The New 2023 Toyota Highlander’s AWD System is More Sophisticated Than You Think
Harutiun Hareyan's picture

The New 2023 Toyota Highlander’s AWD System is More Sophisticated Than You Think

A recent press release from Toyota Shows how the new 2023 Toyota Highlander’s AWD system is better and smarter.

The Toyota Highlander has been rated by many institutions as one of the greatest family SUVs this year and years past. One of the reasons is because it is both simple, and sophisticated. Minimal, yet it delivers like no other. While critics don’t really like the Highlander’s third-row seating arrangement, calling it cramped and an afterthought, A new trim called the Grand Highlander is set to debut soon with an all-new 3-row approach.

Toyota’s latest press release shows that the new Highlander will have a lot of features such as a smaller engine with better performance, an upgraded interior, bigger screens for different trims, and an advanced AWD system which Toyota calls “performance-minded” for their XSE models.

These AWD systems come in two variants. The regular AWD system will be available as a trim option for the gas L, LE, and XLE Highlander models. The second AWD option focuses more on the performance and scientific aspects of AWD and will only be available on the XSE, Limited, and Platinum models. This trim of AWD is called the Dynamic Torque Vectoring AWD System. What does Dynamic Torque Vectoring mean you ask?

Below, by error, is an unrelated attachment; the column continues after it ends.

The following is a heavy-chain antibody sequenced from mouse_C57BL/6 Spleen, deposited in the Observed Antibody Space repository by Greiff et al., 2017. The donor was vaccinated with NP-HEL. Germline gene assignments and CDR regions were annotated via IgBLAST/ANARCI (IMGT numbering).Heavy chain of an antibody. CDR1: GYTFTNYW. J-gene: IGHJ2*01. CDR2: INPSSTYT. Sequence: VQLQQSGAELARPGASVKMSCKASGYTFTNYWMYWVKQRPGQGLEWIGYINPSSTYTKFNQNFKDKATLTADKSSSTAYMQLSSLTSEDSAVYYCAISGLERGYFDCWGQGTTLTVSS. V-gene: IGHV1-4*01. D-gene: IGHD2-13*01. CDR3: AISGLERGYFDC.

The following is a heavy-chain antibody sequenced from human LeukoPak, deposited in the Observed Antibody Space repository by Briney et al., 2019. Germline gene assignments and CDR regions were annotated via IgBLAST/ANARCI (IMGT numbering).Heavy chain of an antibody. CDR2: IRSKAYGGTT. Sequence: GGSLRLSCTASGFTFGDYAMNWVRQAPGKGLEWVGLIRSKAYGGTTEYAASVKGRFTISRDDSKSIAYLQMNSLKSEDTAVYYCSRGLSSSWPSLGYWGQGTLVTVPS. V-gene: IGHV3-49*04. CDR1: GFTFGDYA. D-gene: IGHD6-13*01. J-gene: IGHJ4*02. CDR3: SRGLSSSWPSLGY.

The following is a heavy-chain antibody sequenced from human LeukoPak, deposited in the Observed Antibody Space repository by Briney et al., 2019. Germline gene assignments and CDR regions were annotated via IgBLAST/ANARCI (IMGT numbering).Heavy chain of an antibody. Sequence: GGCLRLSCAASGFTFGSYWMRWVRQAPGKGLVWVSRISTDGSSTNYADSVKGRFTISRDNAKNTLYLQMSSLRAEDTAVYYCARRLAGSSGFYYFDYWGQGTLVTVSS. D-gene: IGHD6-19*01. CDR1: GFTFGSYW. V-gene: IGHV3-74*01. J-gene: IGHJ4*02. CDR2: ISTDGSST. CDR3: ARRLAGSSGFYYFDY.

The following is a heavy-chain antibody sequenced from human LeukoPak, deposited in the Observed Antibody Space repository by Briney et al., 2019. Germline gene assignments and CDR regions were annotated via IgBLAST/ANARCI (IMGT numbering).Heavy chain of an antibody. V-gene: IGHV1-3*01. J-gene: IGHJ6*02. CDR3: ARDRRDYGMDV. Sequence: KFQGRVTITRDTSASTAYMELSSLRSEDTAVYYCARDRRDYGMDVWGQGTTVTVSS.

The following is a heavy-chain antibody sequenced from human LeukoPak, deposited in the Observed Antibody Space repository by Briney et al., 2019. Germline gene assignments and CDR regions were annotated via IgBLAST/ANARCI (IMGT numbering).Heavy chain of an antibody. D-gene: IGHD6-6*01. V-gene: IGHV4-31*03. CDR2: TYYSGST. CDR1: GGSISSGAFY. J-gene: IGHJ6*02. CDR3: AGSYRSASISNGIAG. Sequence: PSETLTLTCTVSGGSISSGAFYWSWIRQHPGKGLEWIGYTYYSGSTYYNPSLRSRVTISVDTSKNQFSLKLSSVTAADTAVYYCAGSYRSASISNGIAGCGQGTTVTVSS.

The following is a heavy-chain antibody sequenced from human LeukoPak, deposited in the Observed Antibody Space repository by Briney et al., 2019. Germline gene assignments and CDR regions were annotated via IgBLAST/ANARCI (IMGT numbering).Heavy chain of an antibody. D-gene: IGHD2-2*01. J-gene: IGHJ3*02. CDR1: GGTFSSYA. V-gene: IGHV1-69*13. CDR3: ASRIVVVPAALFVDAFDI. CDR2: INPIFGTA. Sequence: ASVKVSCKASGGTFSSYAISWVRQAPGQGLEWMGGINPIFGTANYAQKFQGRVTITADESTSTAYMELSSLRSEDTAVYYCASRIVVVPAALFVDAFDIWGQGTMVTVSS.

The New 2023 Toyota Highlander’s AWD System is More Sophisticated Than You Think

Well according to Toyota, "Dynamic Torque-Vectoring All-Wheel Drive (TV-AWD) is an AWD system that independently distributes 50% of engine torque to the left and right rear wheels based on system-monitored driving conditions." It basically allocates more torque to evenly distribute a slip or traction loss.

With both AWD systems, you get a dial in the cabin that you can use to select the different driving modes. Modes like Mud and Sand or Rock and Dirt. Toyota says that the driver allocates or monitors torque distribution through the car’s MD (multi-information display). Today, almost every new affordable SUV has some sort of "dirt” or “off-road” mode even though 90% of its drivers are not going to take it anywhere off the pavement. At most your little Mazda SUV is going to go on a gravel road to take your kids to pee-wee soccer practice.

Why does Toyota add unnecessary off-roading capabilities even though the Highlander can’t climb or mud? Nobody really knows. My best guess is they probably want to market the Highlander as the “all in one” SUV. That’s why they add a sport mode on a 4-cylinder engine SUV. Check out our other article that talks about the new Highlander’s downgraded engine.

Now while Toyota’s AWD system in the new 2023 Highlander will most likely be great, it’s not just wheel slippage and traction they are worried about. According to the press release, “Dynamic Torque Vectoring AWD doesn’t simply react to wheel slippage. Rather, a sophisticated AWD Integrated Management (AIM) system manages Electric Power Steering (EPS), throttle control, transmission shift control, and drive torque distribution to continually help optimize handling.”